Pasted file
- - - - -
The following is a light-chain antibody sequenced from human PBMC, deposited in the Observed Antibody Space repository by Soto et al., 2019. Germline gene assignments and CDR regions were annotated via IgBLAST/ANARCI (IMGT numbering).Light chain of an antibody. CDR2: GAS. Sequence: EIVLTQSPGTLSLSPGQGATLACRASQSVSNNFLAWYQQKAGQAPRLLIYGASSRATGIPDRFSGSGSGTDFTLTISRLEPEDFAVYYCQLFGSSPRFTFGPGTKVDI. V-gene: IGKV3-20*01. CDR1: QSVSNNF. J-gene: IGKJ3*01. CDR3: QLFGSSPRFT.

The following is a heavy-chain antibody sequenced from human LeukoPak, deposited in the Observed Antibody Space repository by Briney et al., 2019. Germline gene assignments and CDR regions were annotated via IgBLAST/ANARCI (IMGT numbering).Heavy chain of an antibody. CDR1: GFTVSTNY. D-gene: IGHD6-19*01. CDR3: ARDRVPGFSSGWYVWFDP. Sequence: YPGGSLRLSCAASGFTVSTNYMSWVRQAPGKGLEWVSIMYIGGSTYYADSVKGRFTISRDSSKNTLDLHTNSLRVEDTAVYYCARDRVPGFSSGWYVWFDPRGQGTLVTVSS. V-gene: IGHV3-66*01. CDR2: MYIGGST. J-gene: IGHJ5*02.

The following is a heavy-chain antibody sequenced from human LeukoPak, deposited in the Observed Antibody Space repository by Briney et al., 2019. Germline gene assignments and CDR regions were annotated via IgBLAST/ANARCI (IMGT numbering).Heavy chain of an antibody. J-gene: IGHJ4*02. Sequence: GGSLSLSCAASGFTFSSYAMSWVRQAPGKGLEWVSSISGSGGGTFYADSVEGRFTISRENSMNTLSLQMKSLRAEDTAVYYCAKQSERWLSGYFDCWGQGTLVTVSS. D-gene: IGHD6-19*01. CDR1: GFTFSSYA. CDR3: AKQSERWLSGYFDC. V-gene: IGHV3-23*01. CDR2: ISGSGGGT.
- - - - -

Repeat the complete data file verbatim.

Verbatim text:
The following is a light-chain antibody sequenced from human PBMC, deposited in the Observed Antibody Space repository by Soto et al., 2019. Germline gene assignments and CDR regions were annotated via IgBLAST/ANARCI (IMGT numbering).Light chain of an antibody. CDR2: GAS. Sequence: EIVLTQSPGTLSLSPGQGATLACRASQSVSNNFLAWYQQKAGQAPRLLIYGASSRATGIPDRFSGSGSGTDFTLTISRLEPEDFAVYYCQLFGSSPRFTFGPGTKVDI. V-gene: IGKV3-20*01. CDR1: QSVSNNF. J-gene: IGKJ3*01. CDR3: QLFGSSPRFT.

The following is a heavy-chain antibody sequenced from human LeukoPak, deposited in the Observed Antibody Space repository by Briney et al., 2019. Germline gene assignments and CDR regions were annotated via IgBLAST/ANARCI (IMGT numbering).Heavy chain of an antibody. CDR1: GFTVSTNY. D-gene: IGHD6-19*01. CDR3: ARDRVPGFSSGWYVWFDP. Sequence: YPGGSLRLSCAASGFTVSTNYMSWVRQAPGKGLEWVSIMYIGGSTYYADSVKGRFTISRDSSKNTLDLHTNSLRVEDTAVYYCARDRVPGFSSGWYVWFDPRGQGTLVTVSS. V-gene: IGHV3-66*01. CDR2: MYIGGST. J-gene: IGHJ5*02.

The following is a heavy-chain antibody sequenced from human LeukoPak, deposited in the Observed Antibody Space repository by Briney et al., 2019. Germline gene assignments and CDR regions were annotated via IgBLAST/ANARCI (IMGT numbering).Heavy chain of an antibody. J-gene: IGHJ4*02. Sequence: GGSLSLSCAASGFTFSSYAMSWVRQAPGKGLEWVSSISGSGGGTFYADSVEGRFTISRENSMNTLSLQMKSLRAEDTAVYYCAKQSERWLSGYFDCWGQGTLVTVSS. D-gene: IGHD6-19*01. CDR1: GFTFSSYA. CDR3: AKQSERWLSGYFDC. V-gene: IGHV3-23*01. CDR2: ISGSGGGT.